Parly a warzone: MPs
OPPOSITION legislators on Friday raised objections to stringent security measures which prevented the public from attending parliament.
The august house resumed sitting on Friday after it was indefinitely adjourned on 22 November 2016 by the Speaker of the National Assembly, Ntlhoi Motsamai.
However, opposition legislators were not overly impressed with the new security arrangements, with the All Basotho Convention (ABC) MP, Motlohi Maliehe telling the House that for the first time in its history, parliament resembled “a war zone”.
“We see police surrounding parliament with water cannons and we have also heard announcements by the police barring the citizenry from attending sessions,” Mr Maliehe said.
He said this was an unfortunate development as it excluded the very public who had elected the MPs, adding that concentrating police at parliament instead of having them focus on catching criminals would allow “thieves and rapists to go on the rampage”.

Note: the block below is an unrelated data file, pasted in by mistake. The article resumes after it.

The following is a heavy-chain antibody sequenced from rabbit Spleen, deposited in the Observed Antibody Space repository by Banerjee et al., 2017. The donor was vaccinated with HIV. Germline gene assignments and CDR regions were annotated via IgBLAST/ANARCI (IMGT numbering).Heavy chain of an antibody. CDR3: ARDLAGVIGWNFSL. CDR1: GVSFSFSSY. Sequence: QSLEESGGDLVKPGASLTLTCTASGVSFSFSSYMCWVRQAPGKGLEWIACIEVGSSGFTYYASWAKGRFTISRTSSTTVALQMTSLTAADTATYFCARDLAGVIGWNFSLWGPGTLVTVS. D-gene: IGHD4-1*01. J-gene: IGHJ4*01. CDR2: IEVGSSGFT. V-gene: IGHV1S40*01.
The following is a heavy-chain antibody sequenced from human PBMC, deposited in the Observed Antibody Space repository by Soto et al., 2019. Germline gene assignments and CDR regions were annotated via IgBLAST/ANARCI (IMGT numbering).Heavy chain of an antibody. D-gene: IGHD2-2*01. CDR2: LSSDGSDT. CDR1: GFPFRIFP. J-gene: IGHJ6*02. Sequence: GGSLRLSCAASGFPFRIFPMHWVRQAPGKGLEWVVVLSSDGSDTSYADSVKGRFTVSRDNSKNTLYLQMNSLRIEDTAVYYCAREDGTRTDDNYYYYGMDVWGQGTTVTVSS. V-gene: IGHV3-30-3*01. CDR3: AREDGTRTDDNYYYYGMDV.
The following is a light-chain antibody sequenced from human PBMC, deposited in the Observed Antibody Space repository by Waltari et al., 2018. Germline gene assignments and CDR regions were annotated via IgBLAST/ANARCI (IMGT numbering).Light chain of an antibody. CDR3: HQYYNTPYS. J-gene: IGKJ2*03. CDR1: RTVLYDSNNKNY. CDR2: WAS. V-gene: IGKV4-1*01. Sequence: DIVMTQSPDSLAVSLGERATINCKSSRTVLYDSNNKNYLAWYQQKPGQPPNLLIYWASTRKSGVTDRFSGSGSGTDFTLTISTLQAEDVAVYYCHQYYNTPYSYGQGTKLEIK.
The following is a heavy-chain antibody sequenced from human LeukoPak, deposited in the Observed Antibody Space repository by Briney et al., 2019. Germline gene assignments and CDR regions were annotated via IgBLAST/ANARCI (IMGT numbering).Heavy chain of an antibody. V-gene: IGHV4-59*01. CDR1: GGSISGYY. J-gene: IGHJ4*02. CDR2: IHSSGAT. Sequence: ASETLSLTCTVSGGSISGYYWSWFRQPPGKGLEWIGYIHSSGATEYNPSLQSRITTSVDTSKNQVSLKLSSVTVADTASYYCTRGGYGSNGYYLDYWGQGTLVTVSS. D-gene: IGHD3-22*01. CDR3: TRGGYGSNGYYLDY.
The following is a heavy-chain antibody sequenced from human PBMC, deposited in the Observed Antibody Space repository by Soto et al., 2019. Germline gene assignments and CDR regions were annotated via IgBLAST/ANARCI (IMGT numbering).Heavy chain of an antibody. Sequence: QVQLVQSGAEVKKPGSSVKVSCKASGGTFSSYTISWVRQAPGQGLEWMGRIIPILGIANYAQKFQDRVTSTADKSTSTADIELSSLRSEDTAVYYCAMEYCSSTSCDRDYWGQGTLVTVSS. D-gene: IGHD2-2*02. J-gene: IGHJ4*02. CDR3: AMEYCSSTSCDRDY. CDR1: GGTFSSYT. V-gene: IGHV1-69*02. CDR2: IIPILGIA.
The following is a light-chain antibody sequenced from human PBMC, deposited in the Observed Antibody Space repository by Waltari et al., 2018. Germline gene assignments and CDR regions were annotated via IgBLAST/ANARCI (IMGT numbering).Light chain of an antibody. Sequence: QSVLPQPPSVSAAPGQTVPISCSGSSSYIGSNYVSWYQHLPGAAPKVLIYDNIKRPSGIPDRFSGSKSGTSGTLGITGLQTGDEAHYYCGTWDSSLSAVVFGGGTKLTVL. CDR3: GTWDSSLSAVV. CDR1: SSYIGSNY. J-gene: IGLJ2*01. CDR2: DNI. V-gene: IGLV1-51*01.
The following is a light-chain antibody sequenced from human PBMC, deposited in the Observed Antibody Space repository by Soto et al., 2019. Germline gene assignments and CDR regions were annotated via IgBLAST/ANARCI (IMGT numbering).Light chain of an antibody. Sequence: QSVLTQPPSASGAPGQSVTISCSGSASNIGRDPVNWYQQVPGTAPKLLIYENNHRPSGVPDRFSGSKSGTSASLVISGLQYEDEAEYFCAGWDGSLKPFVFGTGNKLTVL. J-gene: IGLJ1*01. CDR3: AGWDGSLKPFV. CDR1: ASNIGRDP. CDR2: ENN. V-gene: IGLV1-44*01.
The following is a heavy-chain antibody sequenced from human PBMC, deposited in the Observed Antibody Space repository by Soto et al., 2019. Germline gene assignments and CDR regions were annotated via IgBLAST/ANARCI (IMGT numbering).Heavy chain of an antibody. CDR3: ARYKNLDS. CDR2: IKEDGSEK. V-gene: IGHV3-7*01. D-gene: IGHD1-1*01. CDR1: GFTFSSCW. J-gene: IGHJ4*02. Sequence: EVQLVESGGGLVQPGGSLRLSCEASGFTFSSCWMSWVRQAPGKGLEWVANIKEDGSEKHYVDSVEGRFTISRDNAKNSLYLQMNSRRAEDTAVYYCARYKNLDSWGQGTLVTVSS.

However, Ms Motsamai said it was good that the MPs were “complaining about overprotection rather than the lack thereof”.
“We cannot pretend we are not aware of the impact and unintended consequences of the prevailing vitriolic political rivalries, where one’s party supporters have become the arch enemies of the other,” Ms Motsamai said.
She stated that her office has always been very cautious when addressing issues of security for the purposes of striking a delicate balance between the basic principles of citizens’ participation in government and the parliamentary privilege.
She said while it was undeniable that citizens had the right to observe their legislature at work and to have reasonable access to their representatives, it was equally important to ensure that MPs worked in a safe environment.
She urged MPs not to trivialise the issue of security or politicise it as it was an issue of paramount importance.
However, the deputy leader of Basotho National Party (BNP), Joang Molapo said the Speaker was not being sincere, adding the security arrangements were “not meant to protect us as MPs but to intimidate people from knowing the truth”.